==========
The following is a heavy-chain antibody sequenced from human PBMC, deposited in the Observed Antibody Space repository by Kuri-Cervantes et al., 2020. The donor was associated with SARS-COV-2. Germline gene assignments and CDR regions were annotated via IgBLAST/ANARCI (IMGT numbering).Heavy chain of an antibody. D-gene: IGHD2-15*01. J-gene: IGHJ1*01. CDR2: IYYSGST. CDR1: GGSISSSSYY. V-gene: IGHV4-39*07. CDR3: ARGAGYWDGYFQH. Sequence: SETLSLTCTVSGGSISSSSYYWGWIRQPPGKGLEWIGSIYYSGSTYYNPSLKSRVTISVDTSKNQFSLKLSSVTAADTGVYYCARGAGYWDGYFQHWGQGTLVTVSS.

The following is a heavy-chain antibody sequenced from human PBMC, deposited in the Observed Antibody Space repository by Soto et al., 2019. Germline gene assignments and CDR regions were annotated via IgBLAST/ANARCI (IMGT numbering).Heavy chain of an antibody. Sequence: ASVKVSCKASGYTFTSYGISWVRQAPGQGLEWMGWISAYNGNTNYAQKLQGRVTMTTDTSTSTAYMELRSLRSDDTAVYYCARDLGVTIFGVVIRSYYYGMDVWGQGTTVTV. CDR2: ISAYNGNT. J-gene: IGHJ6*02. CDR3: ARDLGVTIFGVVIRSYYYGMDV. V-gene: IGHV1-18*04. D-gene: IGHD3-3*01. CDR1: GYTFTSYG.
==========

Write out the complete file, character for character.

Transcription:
The following is a heavy-chain antibody sequenced from human PBMC, deposited in the Observed Antibody Space repository by Kuri-Cervantes et al., 2020. The donor was associated with SARS-COV-2. Germline gene assignments and CDR regions were annotated via IgBLAST/ANARCI (IMGT numbering).Heavy chain of an antibody. D-gene: IGHD2-15*01. J-gene: IGHJ1*01. CDR2: IYYSGST. CDR1: GGSISSSSYY. V-gene: IGHV4-39*07. CDR3: ARGAGYWDGYFQH. Sequence: SETLSLTCTVSGGSISSSSYYWGWIRQPPGKGLEWIGSIYYSGSTYYNPSLKSRVTISVDTSKNQFSLKLSSVTAADTGVYYCARGAGYWDGYFQHWGQGTLVTVSS.

The following is a heavy-chain antibody sequenced from human PBMC, deposited in the Observed Antibody Space repository by Soto et al., 2019. Germline gene assignments and CDR regions were annotated via IgBLAST/ANARCI (IMGT numbering).Heavy chain of an antibody. Sequence: ASVKVSCKASGYTFTSYGISWVRQAPGQGLEWMGWISAYNGNTNYAQKLQGRVTMTTDTSTSTAYMELRSLRSDDTAVYYCARDLGVTIFGVVIRSYYYGMDVWGQGTTVTV. CDR2: ISAYNGNT. J-gene: IGHJ6*02. CDR3: ARDLGVTIFGVVIRSYYYGMDV. V-gene: IGHV1-18*04. D-gene: IGHD3-3*01. CDR1: GYTFTSYG.